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Chapter Summary

"Domestically, treaties to which the United States is a party are equivalent in status to Federal legislation, forming part of what the Constitution calls 'the supreme Law of the Land'. Under United States law, however, there is a distinction made between the terms treaty and executive agreement. "In the United States, the word treaty is reserved for an agreement that is made 'by and with the Advice and Consent of the Senate'. International agreements not submitted to the Senate are known as 'executive agreements' in the United States". Generally, a treaty is a binding international agreement and an executive agreement applies in domestic law only. The US Department of State provides the Foreign Service with detailed instructions for the negotiation and conclusion of treaties and international agreements. These instructions are part of the Foreign Affairs Manual, Circular 175.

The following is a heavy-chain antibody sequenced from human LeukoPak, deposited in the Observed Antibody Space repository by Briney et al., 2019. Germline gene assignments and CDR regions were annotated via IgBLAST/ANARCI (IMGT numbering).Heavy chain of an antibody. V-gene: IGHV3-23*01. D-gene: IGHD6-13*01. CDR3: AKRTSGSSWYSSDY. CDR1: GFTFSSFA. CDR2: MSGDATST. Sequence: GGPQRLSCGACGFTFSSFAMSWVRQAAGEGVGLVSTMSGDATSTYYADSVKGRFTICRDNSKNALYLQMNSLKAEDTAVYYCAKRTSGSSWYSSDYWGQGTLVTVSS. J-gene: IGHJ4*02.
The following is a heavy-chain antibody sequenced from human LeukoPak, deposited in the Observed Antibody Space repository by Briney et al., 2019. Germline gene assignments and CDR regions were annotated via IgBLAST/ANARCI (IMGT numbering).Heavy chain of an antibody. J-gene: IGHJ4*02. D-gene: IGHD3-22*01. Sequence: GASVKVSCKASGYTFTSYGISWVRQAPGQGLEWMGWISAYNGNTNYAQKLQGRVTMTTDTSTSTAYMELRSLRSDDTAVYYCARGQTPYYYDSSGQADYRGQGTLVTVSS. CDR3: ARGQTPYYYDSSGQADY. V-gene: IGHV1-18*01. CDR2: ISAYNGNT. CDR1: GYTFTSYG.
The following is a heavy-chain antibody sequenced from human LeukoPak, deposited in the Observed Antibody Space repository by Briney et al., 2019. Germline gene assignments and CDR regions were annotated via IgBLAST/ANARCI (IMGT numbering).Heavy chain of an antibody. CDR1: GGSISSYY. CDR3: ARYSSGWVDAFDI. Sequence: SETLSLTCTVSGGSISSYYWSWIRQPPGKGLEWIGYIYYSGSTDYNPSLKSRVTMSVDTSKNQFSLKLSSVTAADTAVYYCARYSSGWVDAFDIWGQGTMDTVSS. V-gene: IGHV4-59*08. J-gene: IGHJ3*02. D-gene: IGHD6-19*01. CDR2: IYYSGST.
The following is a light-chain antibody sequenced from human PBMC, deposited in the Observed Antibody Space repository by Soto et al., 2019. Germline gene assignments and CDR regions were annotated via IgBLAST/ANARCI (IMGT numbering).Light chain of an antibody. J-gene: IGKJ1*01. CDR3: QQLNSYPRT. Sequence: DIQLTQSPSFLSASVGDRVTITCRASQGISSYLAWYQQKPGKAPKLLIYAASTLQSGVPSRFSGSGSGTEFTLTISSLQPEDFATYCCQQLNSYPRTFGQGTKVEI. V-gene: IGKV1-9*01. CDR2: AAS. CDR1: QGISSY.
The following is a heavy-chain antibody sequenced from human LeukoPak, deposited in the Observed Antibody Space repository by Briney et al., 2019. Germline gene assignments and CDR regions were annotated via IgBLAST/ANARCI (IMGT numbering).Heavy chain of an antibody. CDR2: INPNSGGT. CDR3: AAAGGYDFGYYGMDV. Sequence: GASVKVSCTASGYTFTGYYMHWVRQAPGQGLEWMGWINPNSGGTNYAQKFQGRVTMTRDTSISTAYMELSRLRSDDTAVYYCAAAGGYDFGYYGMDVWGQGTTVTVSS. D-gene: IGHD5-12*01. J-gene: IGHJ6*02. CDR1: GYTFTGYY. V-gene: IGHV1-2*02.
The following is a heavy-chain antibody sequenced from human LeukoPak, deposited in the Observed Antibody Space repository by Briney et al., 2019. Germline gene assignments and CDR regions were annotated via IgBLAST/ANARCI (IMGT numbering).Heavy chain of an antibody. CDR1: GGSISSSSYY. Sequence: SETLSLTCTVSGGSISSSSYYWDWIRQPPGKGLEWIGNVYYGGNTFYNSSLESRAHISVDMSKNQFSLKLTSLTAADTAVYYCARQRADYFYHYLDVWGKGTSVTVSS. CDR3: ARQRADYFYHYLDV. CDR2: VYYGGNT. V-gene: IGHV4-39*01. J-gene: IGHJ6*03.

Keywords: Federal legislation; Foreign Affairs Manual; United States

10.1163/9789004272224_034
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